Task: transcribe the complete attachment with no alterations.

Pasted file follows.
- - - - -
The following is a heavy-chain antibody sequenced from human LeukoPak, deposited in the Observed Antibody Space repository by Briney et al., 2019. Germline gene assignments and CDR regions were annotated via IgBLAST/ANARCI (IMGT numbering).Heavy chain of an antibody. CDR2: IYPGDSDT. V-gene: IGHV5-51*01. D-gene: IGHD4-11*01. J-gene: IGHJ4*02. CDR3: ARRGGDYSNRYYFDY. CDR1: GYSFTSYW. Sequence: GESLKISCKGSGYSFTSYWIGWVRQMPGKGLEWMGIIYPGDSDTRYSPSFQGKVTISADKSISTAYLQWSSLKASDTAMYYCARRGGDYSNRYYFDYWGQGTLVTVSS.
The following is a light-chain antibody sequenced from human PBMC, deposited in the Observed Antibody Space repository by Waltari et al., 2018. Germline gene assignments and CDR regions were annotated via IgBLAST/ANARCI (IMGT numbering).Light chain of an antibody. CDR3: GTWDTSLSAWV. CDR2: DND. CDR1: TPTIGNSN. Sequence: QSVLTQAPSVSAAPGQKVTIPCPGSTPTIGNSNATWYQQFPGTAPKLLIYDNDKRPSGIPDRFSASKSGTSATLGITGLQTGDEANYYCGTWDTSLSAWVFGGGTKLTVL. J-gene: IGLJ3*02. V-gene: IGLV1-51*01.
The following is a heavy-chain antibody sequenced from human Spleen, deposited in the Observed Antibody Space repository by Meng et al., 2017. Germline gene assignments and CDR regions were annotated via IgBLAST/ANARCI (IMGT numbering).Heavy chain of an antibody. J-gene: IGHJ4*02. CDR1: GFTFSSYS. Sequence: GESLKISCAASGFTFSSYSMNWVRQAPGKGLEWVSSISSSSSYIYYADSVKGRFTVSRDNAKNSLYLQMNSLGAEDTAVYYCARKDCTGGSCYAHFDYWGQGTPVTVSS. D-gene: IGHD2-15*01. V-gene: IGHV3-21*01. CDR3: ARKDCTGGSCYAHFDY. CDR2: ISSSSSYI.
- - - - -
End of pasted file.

The following is a heavy-chain antibody sequenced from human LeukoPak, deposited in the Observed Antibody Space repository by Briney et al., 2019. Germline gene assignments and CDR regions were annotated via IgBLAST/ANARCI (IMGT numbering).Heavy chain of an antibody. CDR2: IYPGDSDT. V-gene: IGHV5-51*01. D-gene: IGHD4-11*01. J-gene: IGHJ4*02. CDR3: ARRGGDYSNRYYFDY. CDR1: GYSFTSYW. Sequence: GESLKISCKGSGYSFTSYWIGWVRQMPGKGLEWMGIIYPGDSDTRYSPSFQGKVTISADKSISTAYLQWSSLKASDTAMYYCARRGGDYSNRYYFDYWGQGTLVTVSS.
The following is a light-chain antibody sequenced from human PBMC, deposited in the Observed Antibody Space repository by Waltari et al., 2018. Germline gene assignments and CDR regions were annotated via IgBLAST/ANARCI (IMGT numbering).Light chain of an antibody. CDR3: GTWDTSLSAWV. CDR2: DND. CDR1: TPTIGNSN. Sequence: QSVLTQAPSVSAAPGQKVTIPCPGSTPTIGNSNATWYQQFPGTAPKLLIYDNDKRPSGIPDRFSASKSGTSATLGITGLQTGDEANYYCGTWDTSLSAWVFGGGTKLTVL. J-gene: IGLJ3*02. V-gene: IGLV1-51*01.
The following is a heavy-chain antibody sequenced from human Spleen, deposited in the Observed Antibody Space repository by Meng et al., 2017. Germline gene assignments and CDR regions were annotated via IgBLAST/ANARCI (IMGT numbering).Heavy chain of an antibody. J-gene: IGHJ4*02. CDR1: GFTFSSYS. Sequence: GESLKISCAASGFTFSSYSMNWVRQAPGKGLEWVSSISSSSSYIYYADSVKGRFTVSRDNAKNSLYLQMNSLGAEDTAVYYCARKDCTGGSCYAHFDYWGQGTPVTVSS. D-gene: IGHD2-15*01. V-gene: IGHV3-21*01. CDR3: ARKDCTGGSCYAHFDY. CDR2: ISSSSSYI.